15. Verfahren nach einem der Ansprüche 9 - 14, wobei:

das Kupfer in der Titanlegierung mit 13 bis 33 Gew.-% vorliegt; und

das Eisen in der Titanlegierung mit 3 bis 5 Gew.-% vorliegt.


 


Revendications

1. Alliage de titane, comprenant :

entre 5 et 33 pour cent en poids de cuivre ;

entre 1 et 8 pour cent en poids de fer ; et

le restant étant du titane ;

dans lequel des impuretés sont présentes à :

entre 0 et 0,25 pour cent en poids d'oxygène ;

entre 0 et 0,03 pour cent en poids d'azote ;

entre 0 et 0,3 pour cent en poids au total d'un ou plusieurs autres éléments, dans lequel le ou chaque autre élément est indépendamment présent à entre 0 et 0,1 pour cent en poids.


 
2. Alliage de titane selon la revendication 1, dans lequel ledit cuivre est présent à entre 13 et 33 pour cent en poids.
 
3. Alliage de titane selon la revendication 1, dans lequel ledit cuivre est présent à entre 15 et 30 pour cent en poids.
 
4. Alliage de titane selon la revendication 1, dans lequel ledit cuivre est présent à entre 17 et 25 pour cent en poids.
 
5. Alliage de titane selon la revendication 1, dans lequel ledit cuivre est présent à entre 18 et 22 pour cent en poids.
 
6. Alliage de titane selon l'une quelconque des revendications 1 - 5, dans lequel ledit fer est présent à entre 2 et 7 pour cent en poids.
 
7. Alliage de titane selon l'une quelconque des revendications 1 - 5, dans lequel ledit fer est présent à entre 3 et 5 pour cent en poids ; facultativement dans lequel ledit fer est présent à 4 pour cent en poids.
 
8. Alliage de titane selon l'une quelconque des revendications 1 - 7, dans lequel :

ledit cuivre est présent à entre 13 et 33 pour cent en poids, et

ledit fer est présent à entre 3 et 5 pour cent en poids.


 
9. Procédé de fabrication d'un article métallique comprenant :
le chauffage d'une masse d'alliage de titane à une température de thixoformage, ladite température de thixoformage étant entre une température de solidus dudit alliage de titane et une température de liquidus dudit alliage de titane, ledit alliage de titane comprenant :

entre 5 et 33 pour cent en poids de cuivre ;

entre 1 et 8 pour cent en poids de fer ; et

le restant étant du titane ;

dans lequel des impuretés sont présentes à :

entre 0 et 0,25 pour cent en poids d'oxygène ;

entre 0 et 0,03 pour cent en poids d'azote ;

entre 0 et 0,3 pour cent en poids au total d'un ou plusieurs autres éléments, dans lequel le ou chaque autre élément est indépendamment présent à entre 0 et 0,1 pour cent en poids ;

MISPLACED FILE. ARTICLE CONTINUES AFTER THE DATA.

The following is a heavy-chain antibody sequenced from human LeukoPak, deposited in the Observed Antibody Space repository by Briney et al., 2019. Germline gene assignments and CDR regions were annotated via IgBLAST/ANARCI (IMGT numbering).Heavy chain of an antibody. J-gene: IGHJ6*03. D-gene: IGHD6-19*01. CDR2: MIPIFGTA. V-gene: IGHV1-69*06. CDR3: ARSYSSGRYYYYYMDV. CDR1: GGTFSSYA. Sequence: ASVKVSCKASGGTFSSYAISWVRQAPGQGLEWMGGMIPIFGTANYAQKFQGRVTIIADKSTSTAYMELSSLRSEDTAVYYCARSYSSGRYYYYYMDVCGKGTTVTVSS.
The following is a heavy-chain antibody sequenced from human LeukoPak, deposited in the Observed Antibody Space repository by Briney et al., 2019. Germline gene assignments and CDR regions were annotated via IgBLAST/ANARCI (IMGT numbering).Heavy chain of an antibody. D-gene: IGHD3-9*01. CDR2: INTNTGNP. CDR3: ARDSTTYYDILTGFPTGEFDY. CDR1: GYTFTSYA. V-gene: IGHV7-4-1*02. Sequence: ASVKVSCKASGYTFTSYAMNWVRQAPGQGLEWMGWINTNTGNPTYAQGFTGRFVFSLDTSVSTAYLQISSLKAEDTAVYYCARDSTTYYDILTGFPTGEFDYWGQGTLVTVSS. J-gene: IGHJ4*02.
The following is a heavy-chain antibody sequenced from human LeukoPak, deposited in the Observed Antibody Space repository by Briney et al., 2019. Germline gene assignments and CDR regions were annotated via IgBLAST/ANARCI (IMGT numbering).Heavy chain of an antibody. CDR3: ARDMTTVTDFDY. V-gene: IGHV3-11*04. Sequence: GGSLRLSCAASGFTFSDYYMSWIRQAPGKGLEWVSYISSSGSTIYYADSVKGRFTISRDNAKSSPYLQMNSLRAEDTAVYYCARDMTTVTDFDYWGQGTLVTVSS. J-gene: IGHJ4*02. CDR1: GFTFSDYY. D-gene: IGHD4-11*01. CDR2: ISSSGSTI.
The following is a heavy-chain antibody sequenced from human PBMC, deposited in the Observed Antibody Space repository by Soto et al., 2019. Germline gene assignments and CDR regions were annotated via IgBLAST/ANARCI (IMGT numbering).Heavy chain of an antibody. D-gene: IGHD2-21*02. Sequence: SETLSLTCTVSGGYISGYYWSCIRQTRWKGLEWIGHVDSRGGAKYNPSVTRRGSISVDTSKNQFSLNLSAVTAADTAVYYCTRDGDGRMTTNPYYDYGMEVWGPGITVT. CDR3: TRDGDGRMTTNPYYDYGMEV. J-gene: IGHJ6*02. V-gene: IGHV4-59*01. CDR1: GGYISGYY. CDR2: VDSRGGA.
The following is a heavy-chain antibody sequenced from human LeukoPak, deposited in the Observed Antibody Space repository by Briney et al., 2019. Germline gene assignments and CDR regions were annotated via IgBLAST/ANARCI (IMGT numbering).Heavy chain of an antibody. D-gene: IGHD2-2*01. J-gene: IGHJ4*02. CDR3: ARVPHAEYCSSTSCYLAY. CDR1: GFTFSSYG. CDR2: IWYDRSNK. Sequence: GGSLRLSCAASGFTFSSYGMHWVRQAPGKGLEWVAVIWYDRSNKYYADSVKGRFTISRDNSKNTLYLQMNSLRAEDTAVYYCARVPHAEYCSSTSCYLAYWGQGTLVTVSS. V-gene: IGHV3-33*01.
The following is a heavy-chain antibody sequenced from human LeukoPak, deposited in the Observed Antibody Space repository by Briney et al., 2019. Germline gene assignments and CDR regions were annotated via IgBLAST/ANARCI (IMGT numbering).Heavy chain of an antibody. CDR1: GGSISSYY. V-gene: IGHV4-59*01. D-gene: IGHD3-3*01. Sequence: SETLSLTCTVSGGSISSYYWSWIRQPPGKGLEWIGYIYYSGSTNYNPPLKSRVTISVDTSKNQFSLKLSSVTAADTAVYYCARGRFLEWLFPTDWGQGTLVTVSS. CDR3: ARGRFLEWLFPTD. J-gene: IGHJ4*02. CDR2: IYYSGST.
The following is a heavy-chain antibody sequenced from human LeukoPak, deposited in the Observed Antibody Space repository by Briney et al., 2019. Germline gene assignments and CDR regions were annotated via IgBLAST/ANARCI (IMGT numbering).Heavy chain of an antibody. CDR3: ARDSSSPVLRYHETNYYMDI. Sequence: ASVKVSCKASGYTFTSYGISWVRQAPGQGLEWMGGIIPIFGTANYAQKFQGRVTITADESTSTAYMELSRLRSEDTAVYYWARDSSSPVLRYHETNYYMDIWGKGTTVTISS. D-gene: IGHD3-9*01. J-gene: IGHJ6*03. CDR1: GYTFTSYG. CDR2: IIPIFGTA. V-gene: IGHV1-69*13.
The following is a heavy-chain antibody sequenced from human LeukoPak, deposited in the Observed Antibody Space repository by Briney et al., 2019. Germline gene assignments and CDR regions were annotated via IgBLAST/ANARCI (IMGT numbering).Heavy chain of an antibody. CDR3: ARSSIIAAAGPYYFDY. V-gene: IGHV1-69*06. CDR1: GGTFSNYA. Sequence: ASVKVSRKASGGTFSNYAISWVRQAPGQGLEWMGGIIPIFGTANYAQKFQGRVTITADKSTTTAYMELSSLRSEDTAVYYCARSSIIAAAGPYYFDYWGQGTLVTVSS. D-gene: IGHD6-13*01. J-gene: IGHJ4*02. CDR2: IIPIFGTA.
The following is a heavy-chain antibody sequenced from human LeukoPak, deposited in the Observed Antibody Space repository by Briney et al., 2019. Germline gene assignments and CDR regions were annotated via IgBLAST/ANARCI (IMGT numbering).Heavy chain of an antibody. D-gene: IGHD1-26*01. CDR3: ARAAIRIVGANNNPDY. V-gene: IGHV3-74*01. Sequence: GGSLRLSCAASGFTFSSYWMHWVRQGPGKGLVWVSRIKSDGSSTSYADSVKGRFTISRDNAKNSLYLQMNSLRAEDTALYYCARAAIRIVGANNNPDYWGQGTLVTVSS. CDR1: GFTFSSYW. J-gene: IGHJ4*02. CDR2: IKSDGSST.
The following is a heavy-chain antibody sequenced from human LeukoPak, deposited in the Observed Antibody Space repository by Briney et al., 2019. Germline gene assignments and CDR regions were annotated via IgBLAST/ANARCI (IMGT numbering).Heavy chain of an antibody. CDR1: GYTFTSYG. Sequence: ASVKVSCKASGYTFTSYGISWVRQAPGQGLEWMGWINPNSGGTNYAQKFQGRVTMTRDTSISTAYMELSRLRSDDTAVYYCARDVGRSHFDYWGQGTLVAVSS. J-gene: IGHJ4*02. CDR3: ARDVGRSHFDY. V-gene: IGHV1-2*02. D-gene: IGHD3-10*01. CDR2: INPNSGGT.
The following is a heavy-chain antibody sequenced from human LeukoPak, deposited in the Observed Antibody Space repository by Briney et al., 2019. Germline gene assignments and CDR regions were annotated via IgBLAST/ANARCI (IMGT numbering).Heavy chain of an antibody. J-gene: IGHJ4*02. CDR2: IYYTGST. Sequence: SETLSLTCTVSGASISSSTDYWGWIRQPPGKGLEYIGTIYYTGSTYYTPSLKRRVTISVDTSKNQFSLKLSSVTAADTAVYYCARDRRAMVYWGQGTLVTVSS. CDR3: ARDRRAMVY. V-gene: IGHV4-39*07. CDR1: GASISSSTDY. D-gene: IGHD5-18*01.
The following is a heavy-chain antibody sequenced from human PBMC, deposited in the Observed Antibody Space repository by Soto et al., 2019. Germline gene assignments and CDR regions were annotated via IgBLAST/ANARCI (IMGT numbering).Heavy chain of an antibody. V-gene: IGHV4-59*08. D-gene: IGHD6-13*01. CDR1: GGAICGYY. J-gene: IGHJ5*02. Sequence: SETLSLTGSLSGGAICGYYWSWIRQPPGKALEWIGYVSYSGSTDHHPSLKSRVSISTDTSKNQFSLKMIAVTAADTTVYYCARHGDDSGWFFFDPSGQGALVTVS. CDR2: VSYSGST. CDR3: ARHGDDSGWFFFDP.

le procédé comprenant en outre la formation de ladite masse dans ledit article métallique tandis que ladite masse est à ladite température de thixoformage.


 
10. Procédé selon la revendication 9, comprenant en outre le maintien de ladite masse à ladite température de thixoformage pendant au moins 60 secondes avant ladite formation de ladite masse dans ledit article métallique.
 
11. Procédé selon la revendication 9 ou 10, comprenant en outre le maintien de ladite masse à ladite température de thixoformage pendant au moins 600 secondes avant ladite formation de ladite masse dans ledit article métallique.
 
12. Procédé selon l'une quelconque des revendications 9 - 11, comprenant en outre la sélection dudit alliage de titane de sorte qu'une différence entre ladite température de solidus et ladite température de liquidus soit au moins de 200 °C.
 
13. Procédé selon l'une quelconque des revendications 9 - 12, comprenant en outre la sélection dudit alliage de titane de sorte qu'une différence entre ladite température de solidus et ladite température de liquidus soit au moins de 250 °C.
 
14. Procédé selon l'une quelconque des revendications 9 - 13, comprenant en outre la sélection dudit alliage de titane pour avoir une fraction liquide entre 30 pour cent et 50 pour cent à une température inférieure à 1 100 °C.
 
15. Procédé selon l'une quelconque des revendications 9 - 14, dans lequel :

ledit cuivre est présent dans ledit alliage de titane à entre 13 et 33 pour cent en poids ; et

ledit fer est présent dans ledit alliage de titane à entre 3 et 5 pour cent en poids.


 




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Cited references

REFERENCES CITED IN THE DESCRIPTION



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Non-patent literature cited in the description